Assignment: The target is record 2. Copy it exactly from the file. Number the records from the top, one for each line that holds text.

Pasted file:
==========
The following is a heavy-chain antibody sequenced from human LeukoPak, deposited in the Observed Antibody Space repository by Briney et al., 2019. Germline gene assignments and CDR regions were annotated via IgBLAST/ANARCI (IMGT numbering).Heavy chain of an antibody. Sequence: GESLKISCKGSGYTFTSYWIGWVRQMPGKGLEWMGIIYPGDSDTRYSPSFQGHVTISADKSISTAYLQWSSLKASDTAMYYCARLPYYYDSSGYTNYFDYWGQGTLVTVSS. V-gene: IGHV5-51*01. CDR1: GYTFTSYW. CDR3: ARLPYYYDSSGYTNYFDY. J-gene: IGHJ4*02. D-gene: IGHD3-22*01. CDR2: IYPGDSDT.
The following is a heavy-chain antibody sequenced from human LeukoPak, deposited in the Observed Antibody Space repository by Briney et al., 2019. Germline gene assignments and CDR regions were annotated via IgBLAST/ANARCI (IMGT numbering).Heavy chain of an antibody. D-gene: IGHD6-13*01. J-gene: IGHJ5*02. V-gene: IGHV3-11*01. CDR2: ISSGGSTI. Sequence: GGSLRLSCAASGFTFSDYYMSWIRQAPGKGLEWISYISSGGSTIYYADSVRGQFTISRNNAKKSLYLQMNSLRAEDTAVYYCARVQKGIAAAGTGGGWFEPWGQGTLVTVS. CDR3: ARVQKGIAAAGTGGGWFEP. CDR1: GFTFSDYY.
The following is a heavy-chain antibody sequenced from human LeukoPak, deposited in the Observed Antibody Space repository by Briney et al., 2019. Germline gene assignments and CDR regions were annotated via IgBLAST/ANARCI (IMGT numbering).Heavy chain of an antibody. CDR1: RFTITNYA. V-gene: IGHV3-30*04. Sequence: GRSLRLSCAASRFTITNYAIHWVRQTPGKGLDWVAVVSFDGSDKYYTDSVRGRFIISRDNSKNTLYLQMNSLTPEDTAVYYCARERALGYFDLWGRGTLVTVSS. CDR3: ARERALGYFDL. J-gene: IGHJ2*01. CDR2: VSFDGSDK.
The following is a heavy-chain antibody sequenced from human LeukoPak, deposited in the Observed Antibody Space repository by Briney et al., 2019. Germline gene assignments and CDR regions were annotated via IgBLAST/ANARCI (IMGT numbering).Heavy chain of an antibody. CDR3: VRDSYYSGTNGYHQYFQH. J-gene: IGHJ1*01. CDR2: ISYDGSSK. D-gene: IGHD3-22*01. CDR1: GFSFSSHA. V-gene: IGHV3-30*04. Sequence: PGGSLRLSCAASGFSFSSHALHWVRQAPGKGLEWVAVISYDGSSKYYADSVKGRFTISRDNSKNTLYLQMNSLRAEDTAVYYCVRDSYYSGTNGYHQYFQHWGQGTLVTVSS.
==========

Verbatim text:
The following is a heavy-chain antibody sequenced from human LeukoPak, deposited in the Observed Antibody Space repository by Briney et al., 2019. Germline gene assignments and CDR regions were annotated via IgBLAST/ANARCI (IMGT numbering).Heavy chain of an antibody. D-gene: IGHD6-13*01. J-gene: IGHJ5*02. V-gene: IGHV3-11*01. CDR2: ISSGGSTI. Sequence: GGSLRLSCAASGFTFSDYYMSWIRQAPGKGLEWISYISSGGSTIYYADSVRGQFTISRNNAKKSLYLQMNSLRAEDTAVYYCARVQKGIAAAGTGGGWFEPWGQGTLVTVS. CDR3: ARVQKGIAAAGTGGGWFEP. CDR1: GFTFSDYY.